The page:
The Canadian Model Fighting ISIS In Syria Tells Us What It's Like to Be On the Frontline

Hanna Bohman has been fighting ISIS in Syria on and off for most of 2015, and she hasn’t been impressed. She said that as fighters, the Islamic State militants have “mostly been a disappointment.”

“Their numbers don’t seem that big and they’re eager to run away,” she told INSIDER in an email. “I suspect most of the experienced fighters have been consolidated in Mosul and Raqqa, and that’s where the big fights will be.”

She said that ISIS has successfully made themselves seem bigger and scarier than they are in reality through social media. Although the group recently claimed responsibility for terrorist attacks that killed hundreds in Paris, Beirut, Baghdad, and Ankara and over the Sinai Peninsula, its promise of statehood is quickly diminishing, The New York Times reports.

“They’re not some giant, holy juggernaut of ultimate damnation for unbelievers,” she said. “They’re just a bunch of filthy, mouth-breathing, knuckle-dragging pigs who run away at the first sign of resistance. Really nothing more than a thorn in the side.”

A former Canadian model who’s also known as Tiger Sun, Bohman, 46, is one of dozens of Westerners who have joined up with Kurdish nationalist groups to fight the Islamic State in Iraq and Syria. She was personally inspired to fight after watching an ISIS propaganda video featuring a Canadian who had gone to fight with the jihadists, she told the Daily Mail.

After recovering from a near-fatal motorcycle accident last year, Bohman, who had no prior combat experience, left Vancouver for Iraq in March. She joined up with the YPJ, the female fighting battalion of the People’s Protection Unit, a Kurdish nationalist fighting force.

Joining the YPJ was easy, she said, much easier than one would expect traveling from the West into the middle of war would be. Upon arriving in Iraq, she stayed in a safe house for a few days before taking a boat across the Tigris River into northeastern Syria.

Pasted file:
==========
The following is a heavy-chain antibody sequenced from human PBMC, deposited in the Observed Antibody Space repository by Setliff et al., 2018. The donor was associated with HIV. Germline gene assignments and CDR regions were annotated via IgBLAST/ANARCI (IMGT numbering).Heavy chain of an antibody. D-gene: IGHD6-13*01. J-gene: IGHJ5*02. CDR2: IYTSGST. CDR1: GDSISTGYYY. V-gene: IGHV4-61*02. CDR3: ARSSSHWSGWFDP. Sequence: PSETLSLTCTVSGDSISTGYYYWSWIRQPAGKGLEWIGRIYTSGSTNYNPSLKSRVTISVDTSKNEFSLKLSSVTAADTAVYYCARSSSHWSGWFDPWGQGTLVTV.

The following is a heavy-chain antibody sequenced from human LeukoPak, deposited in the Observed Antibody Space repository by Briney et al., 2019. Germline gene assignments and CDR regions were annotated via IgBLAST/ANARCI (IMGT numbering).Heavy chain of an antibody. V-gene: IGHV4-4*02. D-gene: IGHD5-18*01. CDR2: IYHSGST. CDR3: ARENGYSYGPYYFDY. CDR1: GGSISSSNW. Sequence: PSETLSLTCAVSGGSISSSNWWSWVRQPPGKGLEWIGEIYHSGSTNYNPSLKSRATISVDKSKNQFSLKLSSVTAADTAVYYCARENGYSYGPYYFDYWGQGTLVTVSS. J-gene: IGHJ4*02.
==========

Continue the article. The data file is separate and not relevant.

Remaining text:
She then received very brief training and was assigned to her first unit, though it didn’t see much action. Her role consisted mostly of watching over territory, and the only real threat was being the target of a suicide truck, according to Bohman. But once she transferred to a more experienced unit, she began to see fighting almost instantly.

“That’s where I was first shot at by a sniper while walking from the outhouse to our quarters,” she said. “We were a mobile [unit], so we moved around quite a bit and were part of a large offensive south of Til Temir.”

The most intense fighting she experienced was in the next unit she was a part of, albeit for a brief two days in June. Just one hour after joining the brigade, a German who was fighting with the group said they would be going to the front.

“It was a small group of six westerners and I was the only woman… but all of us, including the commander, were itching for a fight, so we went a bit rogue,” she said. “We became lost trying to find the front and thought we had accidentally pushed into Daesh country when we started seeing dead people lying on the roads. The drivers were frantically calling for help on their phones and radios, and the tension was the highest I’ve ever felt as we had no idea where Daesh was.”

The group made a “mad retreat” to get their bearings. The following morning, the six were ordered to take the city of Til Abyad, a northern Syrian city near the Turkish border that had been under ISIS’s control. Bohman, who posts videos of her endeavors with the YPJ on YouTube, uploaded a video prior to the start of the mission.

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